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Can You Afford to Retire?

Can You Afford to Retire?

In an episode of the popular 1990s television series 'The Sopranos', a gangster told Toni, the titular character of the family, that he wanted to retire. In response, Toni sarcastically said, "Are you a hockey player?"

Some people don't easily let go. At the age of 89, Giorgio Armani refused to resign as the chief executive of his fashion house. Despite being the second richest person in Italy, his work ethic hasn't diminished.

Charlie Munger, who was Warren Buffett's associate at Berkshire Hathaway, continued to work for the investment powerhouse until last year when he passed away at the age of 99. Buffett himself has risen to power at the age of 93.

People like Armani, Buffett or Munger are exceptional. A survey this year found that nearly one in three Americans said they will never retire. Most said they cannot afford to leave their full-time jobs, especially when inflation is already eating into even modest Social Security checks.

But let's say you're one of the fortunate ones who can choose to retire. Should you do it?

The pressures of corporate life are understandable. You've climbed the career ladder, gaining more prestige and a bigger paycheck with each step. Yet there was an opportunity for retirement lingering on a Friday afternoon in your early 60s.

If you get somewhat restless in retirement, you could play bridge or help with the grandkids. And if that restlessness doesn't work, there are always magazines, TV and blankets.

Many professionals in the tech sector take the proposed retirement at the stipulated time, making way for the younger generation. In this case, maintaining their position becomes unrealistic. Still, resigning means giving up one's place. Retirement gives you a lot of time. But without the busyness, it can leave you feeling sidelined.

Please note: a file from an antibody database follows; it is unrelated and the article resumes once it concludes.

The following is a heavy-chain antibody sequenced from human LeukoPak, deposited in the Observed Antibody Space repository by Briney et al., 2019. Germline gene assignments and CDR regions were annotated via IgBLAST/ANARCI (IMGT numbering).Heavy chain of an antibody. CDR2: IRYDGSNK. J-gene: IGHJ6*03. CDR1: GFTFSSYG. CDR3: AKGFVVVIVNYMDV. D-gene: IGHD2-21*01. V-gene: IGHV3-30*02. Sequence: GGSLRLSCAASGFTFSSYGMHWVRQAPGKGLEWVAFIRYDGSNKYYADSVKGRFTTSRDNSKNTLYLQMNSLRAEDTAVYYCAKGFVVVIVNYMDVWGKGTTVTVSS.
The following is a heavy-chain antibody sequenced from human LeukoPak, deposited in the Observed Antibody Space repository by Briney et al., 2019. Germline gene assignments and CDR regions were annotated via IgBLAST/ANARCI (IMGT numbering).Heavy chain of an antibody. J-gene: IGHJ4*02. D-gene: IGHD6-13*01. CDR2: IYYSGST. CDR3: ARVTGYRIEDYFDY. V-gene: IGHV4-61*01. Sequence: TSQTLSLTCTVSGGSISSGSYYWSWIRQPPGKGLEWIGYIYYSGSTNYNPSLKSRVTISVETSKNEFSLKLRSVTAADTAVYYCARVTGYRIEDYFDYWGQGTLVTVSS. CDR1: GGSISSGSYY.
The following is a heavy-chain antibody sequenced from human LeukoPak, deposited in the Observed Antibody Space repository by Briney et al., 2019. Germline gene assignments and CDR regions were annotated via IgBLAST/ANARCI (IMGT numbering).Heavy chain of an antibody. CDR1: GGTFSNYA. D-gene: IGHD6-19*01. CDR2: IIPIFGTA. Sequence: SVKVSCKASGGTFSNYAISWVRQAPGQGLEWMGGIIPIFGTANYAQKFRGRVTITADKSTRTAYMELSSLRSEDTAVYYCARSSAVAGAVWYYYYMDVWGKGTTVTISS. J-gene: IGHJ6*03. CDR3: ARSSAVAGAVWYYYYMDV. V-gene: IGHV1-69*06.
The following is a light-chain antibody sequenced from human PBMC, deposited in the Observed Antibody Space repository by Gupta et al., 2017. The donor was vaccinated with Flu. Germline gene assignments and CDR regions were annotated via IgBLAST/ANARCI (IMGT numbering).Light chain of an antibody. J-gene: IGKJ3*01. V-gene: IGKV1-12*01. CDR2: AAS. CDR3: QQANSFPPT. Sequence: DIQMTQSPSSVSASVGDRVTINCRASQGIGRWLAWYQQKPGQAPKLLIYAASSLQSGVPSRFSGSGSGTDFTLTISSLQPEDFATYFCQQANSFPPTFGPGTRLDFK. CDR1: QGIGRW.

Everything has changed. People are living longer. It's true that the retirement years are stretching longer. But it won't lead them to monotony or a purposeless life.

After retiring as a lawyer after 32 years, you could start devoting time to photography or something else. This way, you won't have to stay without work or suffer from a lack of purpose. If you are no longer the head of the hospital, you could occasionally participate in hospital or medical service work. Or you could teach or assist at your local clinic.

Self-assessment and personal growth could benefit from many avenues, including non-profit work or even advising others on starting a new business.

You could keep a pocket diary. Additionally, you could find fulfillment through theater, art exhibits, and practicing badminton. All hobbies are good and beneficial for many. But those a little too accustomed to the mechanized life may find them meaningless and even mildly disturbing.

Whenever Armani is asked to retire and enjoy the fruits of his labor, he replies, "Absolutely not." Instead, he wants to remain involved in running the business every day.

Tvista Desk

Tvista Desk

Sub Editor

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